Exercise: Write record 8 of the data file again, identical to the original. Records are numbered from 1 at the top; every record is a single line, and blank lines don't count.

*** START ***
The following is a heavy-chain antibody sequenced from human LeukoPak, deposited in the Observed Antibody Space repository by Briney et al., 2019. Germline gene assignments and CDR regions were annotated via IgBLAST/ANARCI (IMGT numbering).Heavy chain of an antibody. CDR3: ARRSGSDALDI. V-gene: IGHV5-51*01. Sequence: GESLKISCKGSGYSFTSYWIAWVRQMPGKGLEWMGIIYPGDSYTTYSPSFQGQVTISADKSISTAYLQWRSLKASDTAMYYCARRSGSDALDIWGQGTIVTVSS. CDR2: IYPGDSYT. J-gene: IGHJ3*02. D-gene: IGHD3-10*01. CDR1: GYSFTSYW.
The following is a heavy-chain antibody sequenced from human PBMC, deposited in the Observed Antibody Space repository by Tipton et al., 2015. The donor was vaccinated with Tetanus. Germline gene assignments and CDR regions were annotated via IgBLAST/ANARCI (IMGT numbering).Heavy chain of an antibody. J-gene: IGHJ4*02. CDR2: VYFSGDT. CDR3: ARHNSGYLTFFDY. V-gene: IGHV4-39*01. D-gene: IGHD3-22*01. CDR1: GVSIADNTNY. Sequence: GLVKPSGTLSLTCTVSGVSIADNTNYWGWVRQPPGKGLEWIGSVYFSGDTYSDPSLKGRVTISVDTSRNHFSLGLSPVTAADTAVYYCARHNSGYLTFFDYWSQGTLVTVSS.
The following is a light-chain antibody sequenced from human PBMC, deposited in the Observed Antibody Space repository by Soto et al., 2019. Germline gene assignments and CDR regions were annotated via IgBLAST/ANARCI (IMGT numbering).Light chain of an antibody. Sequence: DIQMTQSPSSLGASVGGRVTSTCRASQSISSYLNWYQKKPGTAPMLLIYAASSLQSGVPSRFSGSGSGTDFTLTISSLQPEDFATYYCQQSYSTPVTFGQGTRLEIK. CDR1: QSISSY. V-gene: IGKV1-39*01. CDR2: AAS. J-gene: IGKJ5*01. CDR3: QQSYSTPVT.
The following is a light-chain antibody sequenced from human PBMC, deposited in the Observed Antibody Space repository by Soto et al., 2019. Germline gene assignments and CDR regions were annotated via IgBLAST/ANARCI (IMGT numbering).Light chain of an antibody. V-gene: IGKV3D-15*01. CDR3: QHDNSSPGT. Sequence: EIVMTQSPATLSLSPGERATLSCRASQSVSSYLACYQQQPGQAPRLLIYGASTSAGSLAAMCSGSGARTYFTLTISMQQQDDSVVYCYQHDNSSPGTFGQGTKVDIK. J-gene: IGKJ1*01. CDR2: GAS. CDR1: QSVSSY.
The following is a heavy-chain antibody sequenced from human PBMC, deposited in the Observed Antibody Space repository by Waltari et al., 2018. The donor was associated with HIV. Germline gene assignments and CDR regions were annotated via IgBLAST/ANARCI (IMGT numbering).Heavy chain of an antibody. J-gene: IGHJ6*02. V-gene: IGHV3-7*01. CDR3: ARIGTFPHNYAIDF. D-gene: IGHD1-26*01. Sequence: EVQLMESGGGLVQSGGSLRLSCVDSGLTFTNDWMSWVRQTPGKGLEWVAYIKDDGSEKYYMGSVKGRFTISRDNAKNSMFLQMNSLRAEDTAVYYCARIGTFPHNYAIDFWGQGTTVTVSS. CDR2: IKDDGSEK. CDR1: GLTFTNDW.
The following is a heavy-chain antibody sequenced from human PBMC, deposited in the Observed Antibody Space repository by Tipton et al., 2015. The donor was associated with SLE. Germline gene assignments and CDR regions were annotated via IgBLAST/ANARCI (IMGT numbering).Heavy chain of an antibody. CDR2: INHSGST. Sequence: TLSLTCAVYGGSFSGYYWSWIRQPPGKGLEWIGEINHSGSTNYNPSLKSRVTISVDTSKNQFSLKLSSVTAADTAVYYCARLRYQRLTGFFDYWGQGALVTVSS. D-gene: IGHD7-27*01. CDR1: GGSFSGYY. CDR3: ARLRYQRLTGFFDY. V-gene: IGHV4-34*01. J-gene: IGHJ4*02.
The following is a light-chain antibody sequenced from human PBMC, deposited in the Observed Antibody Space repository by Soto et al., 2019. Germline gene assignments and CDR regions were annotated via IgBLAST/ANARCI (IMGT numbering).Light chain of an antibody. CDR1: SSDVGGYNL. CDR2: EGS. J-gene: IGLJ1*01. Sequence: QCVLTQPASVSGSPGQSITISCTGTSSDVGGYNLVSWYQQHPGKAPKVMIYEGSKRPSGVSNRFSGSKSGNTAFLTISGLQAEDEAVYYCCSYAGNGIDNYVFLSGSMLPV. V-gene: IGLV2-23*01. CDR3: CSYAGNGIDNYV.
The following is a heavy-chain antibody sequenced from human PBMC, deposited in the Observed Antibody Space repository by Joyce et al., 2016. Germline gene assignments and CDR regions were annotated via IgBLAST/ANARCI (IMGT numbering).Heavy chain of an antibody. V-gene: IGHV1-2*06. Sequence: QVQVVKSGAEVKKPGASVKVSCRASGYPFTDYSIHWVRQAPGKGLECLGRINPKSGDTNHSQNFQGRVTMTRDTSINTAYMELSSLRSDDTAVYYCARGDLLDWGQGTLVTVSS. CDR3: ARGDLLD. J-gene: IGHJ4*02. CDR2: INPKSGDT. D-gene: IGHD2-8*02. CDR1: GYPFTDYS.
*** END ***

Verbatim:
The following is a heavy-chain antibody sequenced from human PBMC, deposited in the Observed Antibody Space repository by Joyce et al., 2016. Germline gene assignments and CDR regions were annotated via IgBLAST/ANARCI (IMGT numbering).Heavy chain of an antibody. V-gene: IGHV1-2*06. Sequence: QVQVVKSGAEVKKPGASVKVSCRASGYPFTDYSIHWVRQAPGKGLECLGRINPKSGDTNHSQNFQGRVTMTRDTSINTAYMELSSLRSDDTAVYYCARGDLLDWGQGTLVTVSS. CDR3: ARGDLLD. J-gene: IGHJ4*02. CDR2: INPKSGDT. D-gene: IGHD2-8*02. CDR1: GYPFTDYS.